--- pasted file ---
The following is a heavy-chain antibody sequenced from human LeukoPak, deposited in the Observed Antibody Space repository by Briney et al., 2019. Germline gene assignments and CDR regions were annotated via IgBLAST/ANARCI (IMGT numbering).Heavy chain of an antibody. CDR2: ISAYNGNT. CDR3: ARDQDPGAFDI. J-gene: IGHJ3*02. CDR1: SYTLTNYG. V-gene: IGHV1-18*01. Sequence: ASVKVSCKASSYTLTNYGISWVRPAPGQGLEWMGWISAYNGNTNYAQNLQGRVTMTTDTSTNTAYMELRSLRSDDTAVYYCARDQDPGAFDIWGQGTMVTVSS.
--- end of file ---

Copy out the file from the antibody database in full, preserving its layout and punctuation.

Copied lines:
The following is a heavy-chain antibody sequenced from human LeukoPak, deposited in the Observed Antibody Space repository by Briney et al., 2019. Germline gene assignments and CDR regions were annotated via IgBLAST/ANARCI (IMGT numbering).Heavy chain of an antibody. CDR2: ISAYNGNT. CDR3: ARDQDPGAFDI. J-gene: IGHJ3*02. CDR1: SYTLTNYG. V-gene: IGHV1-18*01. Sequence: ASVKVSCKASSYTLTNYGISWVRPAPGQGLEWMGWISAYNGNTNYAQNLQGRVTMTTDTSTNTAYMELRSLRSDDTAVYYCARDQDPGAFDIWGQGTMVTVSS.